WASHINGTON — There’s a lot at stake for the fashion industry in the upcoming Congressional midterm elections and the outcome could dictate how companies operate.
The entire House and a third of the Senate are up for grabs on Nov. 7. Democrats are out to regain control of Congress while Republicans try to hold on. Observers believe at a minimum the Republican majority will shrink, which has industry executives and associations reassessing their lobbying strategies and legislative wish lists. If the one-party status quo remains — the GOP controlling the White House and both chambers of Congress — there will still be challenges after the elections.
The top national issues this election year — the war in Iraq, the war on terrorism, the economy and ethics scandals — will weigh heavily on voters’ minds and shape the election results.
If Democrats regain the majority or make inroads in the House or Senate, priorities will change for both parties. That will have an impact on the industry’s key legislative issues, which broadly include trade, tax and health care policies, port security, customs and border patrol issues, immigration and the minimum wage. Should the GOP lose control of either chamber, the Bush administration would find it tough to move its domestic and foreign policy agendas and lose control of key committees. (See related story, this page.)
House Democratic Leader Nancy Pelosi (Calif.), a likely Speaker if Democrats take control of the House next year, laid out the Democrats’ priorities in a speech at Georgetown University on Oct. 5.
Pelosi pledged to raise the minimum wage and “repeal current tax incentives that serve to export American jobs overseas.” She also promised to cut taxes to spur economic growth, help businesses become more competitive and keep tax rates low for the middle class.
“This is our recipe for jobs and growth, making our country more competitive, our economy fairer, college more affordable, health care more accessible, our tax code more equitable, all achieved with fiscal discipline,” said Pelosi.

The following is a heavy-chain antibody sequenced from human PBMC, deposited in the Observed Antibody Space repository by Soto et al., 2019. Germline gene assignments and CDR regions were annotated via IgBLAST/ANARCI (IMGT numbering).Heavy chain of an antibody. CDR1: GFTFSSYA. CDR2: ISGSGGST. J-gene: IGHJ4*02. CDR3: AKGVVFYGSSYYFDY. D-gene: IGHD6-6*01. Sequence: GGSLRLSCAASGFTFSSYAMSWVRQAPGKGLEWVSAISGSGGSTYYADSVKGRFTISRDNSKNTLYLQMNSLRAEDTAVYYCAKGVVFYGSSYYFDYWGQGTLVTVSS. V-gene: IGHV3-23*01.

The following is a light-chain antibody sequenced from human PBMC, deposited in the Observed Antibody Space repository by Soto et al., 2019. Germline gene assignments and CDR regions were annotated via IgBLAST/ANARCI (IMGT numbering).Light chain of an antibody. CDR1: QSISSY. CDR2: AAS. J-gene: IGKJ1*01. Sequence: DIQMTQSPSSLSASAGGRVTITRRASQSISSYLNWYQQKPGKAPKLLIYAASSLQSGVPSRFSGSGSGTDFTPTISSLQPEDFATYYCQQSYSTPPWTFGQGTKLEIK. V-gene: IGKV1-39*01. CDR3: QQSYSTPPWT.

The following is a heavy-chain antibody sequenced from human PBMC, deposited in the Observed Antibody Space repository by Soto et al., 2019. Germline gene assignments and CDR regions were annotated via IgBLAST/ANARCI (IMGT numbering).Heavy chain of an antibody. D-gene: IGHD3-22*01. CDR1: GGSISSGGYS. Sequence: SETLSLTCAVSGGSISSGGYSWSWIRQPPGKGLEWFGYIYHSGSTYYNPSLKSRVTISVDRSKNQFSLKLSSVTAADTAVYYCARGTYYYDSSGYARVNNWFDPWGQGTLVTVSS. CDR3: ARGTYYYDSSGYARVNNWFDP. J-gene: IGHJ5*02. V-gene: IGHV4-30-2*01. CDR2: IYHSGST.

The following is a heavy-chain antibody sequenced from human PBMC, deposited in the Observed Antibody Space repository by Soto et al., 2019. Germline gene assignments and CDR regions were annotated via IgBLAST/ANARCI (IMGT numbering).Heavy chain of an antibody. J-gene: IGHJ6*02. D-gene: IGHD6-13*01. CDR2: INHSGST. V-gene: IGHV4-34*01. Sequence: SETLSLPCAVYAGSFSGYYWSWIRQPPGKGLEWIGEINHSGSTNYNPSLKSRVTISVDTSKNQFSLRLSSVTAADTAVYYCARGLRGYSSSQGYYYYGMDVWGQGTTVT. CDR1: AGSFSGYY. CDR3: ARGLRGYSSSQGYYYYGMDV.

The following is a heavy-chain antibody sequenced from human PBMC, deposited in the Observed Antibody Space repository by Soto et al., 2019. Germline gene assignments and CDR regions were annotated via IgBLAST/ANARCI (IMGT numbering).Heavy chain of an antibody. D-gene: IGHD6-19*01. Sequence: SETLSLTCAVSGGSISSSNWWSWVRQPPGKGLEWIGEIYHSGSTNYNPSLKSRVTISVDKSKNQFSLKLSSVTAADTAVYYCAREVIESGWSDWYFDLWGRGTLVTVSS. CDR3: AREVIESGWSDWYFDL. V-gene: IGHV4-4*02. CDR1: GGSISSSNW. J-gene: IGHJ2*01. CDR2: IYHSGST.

Academics and political experts predict Democrats won’t have the muscle to effect major policy changes even if they wrest control because they won’t have the votes to override a presidential veto. But they will control the agenda, which will create more legislative logjams on Capitol Hill for the next two years.
This story first appeared in the October 19, 2006 issue of WWD. Subscribe Today.
“Either side in the majority will have a difficult time building coalitions” on such narrow margins “because the other side will go out of its way to not be helpful,” said Eric Heberlig, associate professor of political science at the University of North Carolina at Charlotte. “Getting the President to sign anything will be an even bigger challenge. Business organizations aren’t going to have as easy a time as they’ve had in the past 10 years in getting their priorities considered.”
Retailers, who are largely supportive of Republicans on Capitol Hill because they have similar views on economics, business and trade policies, are evaluating a shift in their lobbying strategies should Democrats prevail.
“If Republicans maintain control, we will try to pick up where we left of in our priority areas and we will look for opportunities to continue advancing issues such as tax depreciation for retail properties, reform of the estate tax, free trade agreements and a more rational role for government in all aspects interacting with businesses,” said Rob Green, vice president of government and political affairs at the National Retail Federation. “It would give us the chance to hit the ground running as opposed to if there is a majority change in one or both chambers, where we would go from offense to defense on some issues.”
Green said organized labor’s agenda will receive “increased prominence,” adding he expects to see a renewed push for an increase in the minimum wage under Pelosi and Rep. George Miller (D, Calif.), who would take over the House committee with jurisdiction, in addition to a push for comprehensive immigration reform, with Rep. John Conyers (D., Mich.) chairing the Judiciary Committee.